Cherries

The wild cherry, Prunus avium has given rise to the sweet cherry whereas the sour cherry, Prunus cerasus has given rise to the acid cherry. Sweet cherries are larger and have a firmer flesh than acid cherries. Sweet cherries can be eaten straight from the tree or can be used for culinary purposes whereas the acid cherry is purely for culinary purposes.

Cherries are early flowering so they require protection from frost, sweet cherries need a sheltered site in full sun, or they can be fan-trained against a south or south-west facing wall or fence, acid cherries are less fussy but both types need deep, moist but well-drained soil (pH 6.5-6.7).

Rootstocks

Rootstocks in order of their vigour are outlined below: –

Gisela 5 – Dwarf. This rootstock is 60% smaller than Colt making it an ideal rootstock for growing cherries in patio pots. Needs to be grown in fertile soil. Trees grown on this rootstock will reach a height of 2.5-3m. Trees grown on this rootstock will bear fruit within 3 years. Use for bushes and fans.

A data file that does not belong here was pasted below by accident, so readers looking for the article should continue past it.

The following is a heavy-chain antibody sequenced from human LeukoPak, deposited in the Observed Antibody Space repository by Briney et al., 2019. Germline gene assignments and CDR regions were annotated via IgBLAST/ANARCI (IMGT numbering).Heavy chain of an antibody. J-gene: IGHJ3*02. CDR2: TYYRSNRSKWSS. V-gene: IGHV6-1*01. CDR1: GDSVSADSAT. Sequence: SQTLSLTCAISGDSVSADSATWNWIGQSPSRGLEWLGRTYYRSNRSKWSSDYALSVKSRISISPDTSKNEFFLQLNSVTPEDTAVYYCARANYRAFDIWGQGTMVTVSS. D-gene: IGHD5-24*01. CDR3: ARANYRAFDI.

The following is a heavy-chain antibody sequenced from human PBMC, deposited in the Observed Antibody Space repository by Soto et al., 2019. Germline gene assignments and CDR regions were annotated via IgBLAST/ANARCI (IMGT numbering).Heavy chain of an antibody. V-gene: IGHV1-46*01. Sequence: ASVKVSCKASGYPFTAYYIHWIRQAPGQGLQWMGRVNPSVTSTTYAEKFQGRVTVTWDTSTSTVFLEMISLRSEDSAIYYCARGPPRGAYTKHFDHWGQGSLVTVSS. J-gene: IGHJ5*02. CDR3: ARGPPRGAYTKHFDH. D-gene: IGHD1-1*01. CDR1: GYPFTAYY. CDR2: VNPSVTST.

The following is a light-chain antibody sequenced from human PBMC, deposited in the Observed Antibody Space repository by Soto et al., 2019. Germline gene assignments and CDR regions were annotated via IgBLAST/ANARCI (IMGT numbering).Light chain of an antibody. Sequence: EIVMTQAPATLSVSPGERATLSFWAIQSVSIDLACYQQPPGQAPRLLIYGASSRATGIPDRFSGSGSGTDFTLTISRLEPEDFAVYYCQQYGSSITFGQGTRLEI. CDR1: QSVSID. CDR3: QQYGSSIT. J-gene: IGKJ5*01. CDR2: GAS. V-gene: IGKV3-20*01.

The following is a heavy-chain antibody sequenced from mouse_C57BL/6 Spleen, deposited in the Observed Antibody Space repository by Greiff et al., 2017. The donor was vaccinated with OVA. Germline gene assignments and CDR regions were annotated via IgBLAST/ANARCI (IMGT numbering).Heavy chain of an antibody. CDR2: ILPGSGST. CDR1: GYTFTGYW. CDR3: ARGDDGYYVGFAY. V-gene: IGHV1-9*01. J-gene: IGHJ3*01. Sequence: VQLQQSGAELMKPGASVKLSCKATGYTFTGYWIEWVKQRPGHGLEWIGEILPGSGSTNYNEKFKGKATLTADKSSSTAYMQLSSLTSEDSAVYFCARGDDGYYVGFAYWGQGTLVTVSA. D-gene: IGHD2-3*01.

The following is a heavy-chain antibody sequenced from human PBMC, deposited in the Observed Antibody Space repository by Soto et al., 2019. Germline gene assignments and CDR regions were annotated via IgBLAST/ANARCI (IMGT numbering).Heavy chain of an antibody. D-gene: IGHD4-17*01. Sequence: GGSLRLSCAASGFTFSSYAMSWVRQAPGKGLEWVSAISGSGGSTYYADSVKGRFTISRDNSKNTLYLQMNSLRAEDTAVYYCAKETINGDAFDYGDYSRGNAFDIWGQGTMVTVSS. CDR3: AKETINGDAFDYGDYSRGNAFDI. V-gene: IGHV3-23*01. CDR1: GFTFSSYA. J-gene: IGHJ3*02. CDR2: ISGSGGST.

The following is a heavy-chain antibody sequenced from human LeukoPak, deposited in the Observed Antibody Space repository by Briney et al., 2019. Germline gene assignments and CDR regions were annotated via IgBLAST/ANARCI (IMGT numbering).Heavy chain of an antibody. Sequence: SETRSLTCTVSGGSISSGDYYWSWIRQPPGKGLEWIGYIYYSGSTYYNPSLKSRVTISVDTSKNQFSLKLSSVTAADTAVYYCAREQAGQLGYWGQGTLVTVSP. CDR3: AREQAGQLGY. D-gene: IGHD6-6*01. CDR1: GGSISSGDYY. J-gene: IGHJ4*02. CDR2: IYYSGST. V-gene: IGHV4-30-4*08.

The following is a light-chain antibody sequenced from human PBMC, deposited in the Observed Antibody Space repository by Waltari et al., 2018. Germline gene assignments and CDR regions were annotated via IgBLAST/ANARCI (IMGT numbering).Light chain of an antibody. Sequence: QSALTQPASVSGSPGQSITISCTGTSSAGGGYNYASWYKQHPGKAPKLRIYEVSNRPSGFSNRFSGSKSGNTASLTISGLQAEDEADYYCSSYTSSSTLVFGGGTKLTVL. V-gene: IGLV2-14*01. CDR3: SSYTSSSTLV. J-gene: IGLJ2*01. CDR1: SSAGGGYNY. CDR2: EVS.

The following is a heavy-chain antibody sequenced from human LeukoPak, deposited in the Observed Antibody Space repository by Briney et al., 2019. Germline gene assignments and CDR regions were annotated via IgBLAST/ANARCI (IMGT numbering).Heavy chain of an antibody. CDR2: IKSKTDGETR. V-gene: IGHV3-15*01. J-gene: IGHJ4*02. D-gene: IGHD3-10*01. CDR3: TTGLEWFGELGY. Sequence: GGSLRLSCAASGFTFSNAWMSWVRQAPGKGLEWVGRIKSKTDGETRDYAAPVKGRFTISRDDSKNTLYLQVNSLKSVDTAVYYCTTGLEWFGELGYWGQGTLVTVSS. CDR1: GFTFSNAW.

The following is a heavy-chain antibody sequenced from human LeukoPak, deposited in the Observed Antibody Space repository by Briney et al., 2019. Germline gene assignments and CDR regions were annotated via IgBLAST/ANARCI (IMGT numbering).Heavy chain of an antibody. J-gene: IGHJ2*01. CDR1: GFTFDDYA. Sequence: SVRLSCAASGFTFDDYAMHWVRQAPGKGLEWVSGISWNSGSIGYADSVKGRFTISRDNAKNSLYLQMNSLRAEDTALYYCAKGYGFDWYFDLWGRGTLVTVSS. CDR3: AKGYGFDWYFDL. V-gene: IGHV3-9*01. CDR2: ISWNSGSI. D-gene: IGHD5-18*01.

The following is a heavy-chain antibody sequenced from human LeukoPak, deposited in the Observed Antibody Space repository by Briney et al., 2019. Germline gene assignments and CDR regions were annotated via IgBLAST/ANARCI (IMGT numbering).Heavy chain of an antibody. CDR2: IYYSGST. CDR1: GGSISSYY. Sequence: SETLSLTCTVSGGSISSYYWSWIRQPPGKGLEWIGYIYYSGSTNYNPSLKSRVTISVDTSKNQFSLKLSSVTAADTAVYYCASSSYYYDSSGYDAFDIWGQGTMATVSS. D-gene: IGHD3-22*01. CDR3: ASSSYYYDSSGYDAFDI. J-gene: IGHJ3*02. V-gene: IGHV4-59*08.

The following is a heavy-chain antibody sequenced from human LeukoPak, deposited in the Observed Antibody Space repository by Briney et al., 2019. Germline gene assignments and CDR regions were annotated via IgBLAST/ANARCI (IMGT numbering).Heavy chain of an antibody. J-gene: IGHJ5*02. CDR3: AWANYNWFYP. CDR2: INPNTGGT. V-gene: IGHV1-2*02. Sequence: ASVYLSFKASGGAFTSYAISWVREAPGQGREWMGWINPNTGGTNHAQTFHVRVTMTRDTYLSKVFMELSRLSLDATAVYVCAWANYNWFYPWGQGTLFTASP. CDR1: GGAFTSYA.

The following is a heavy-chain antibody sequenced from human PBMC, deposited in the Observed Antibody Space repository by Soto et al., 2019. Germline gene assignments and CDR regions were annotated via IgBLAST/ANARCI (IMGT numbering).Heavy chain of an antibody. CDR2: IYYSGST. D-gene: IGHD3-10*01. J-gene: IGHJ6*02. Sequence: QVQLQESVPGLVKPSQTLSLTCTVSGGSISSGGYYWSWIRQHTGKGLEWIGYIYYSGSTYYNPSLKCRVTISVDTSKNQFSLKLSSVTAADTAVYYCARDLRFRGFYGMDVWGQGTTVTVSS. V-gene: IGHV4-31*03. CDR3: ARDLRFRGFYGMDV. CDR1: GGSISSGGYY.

Colt – Semi-Vigorous. A very productive rootstock which will grow on a wide range of soils. Trees grown on this rootstock will reach a height of 4-5m. Trees grown on this rootstock will bear fruit within 4-5 years. Use for bushes, half-standards, pyramids and fans.

F.12.1 – Very Vigorous. Suitable for a wide range of soils including poor soils and grassed orchards. Staking is preferable but not necessary if planted as a one year old. Stake for the first 3 years if planted as 2 or 3 year old trees. Trees grown on this rootstock will reach a height of 6m. Trees grown on this rootstock will bear fruit within 5-6 years. Use for standards.

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